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The European Union and Mexico have agreed to “accelerate trade talks”, drawing a stark contrast to the US that has threatened to pull out of its main trade deal with its Latin American neighbour.

The move comes amid a “worrying rise of protectionism around the world,” said EU commissioner for trade, Cecilia Malmström, and the minister of economy of Mexico, Ildefonso Guajardo, in a joint statement.

While the statement stopped short of naming specific countries, it comes at a time when the US, under Donald Trump, has exited the Pacific trade agreement that was an important pillar of Barack Obama’s pivot to Asia. Mr Trump has also said he plans to re-negotiate the North American Free Trade Agreement, which governs trade between the US, Mexico and Canada.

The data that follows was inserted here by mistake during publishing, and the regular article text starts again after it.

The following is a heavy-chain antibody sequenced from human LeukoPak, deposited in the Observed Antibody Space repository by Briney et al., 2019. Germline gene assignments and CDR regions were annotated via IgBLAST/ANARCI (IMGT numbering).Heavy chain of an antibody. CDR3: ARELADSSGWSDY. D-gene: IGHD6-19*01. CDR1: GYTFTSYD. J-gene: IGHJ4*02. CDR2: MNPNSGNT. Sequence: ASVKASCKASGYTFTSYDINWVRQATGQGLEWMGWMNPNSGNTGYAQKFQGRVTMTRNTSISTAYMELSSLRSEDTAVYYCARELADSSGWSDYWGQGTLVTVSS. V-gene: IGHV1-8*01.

The UK is also in the process of negotiating plans for its break from the EU that will have wide-ranging impacts on trade.

Mexico and the EU will “hold two additional negotiating rounds before the summer as part of an accelerated negotiation schedule for a new, reformed Free Trade Agreement,” according to the statement released on Wednesday.

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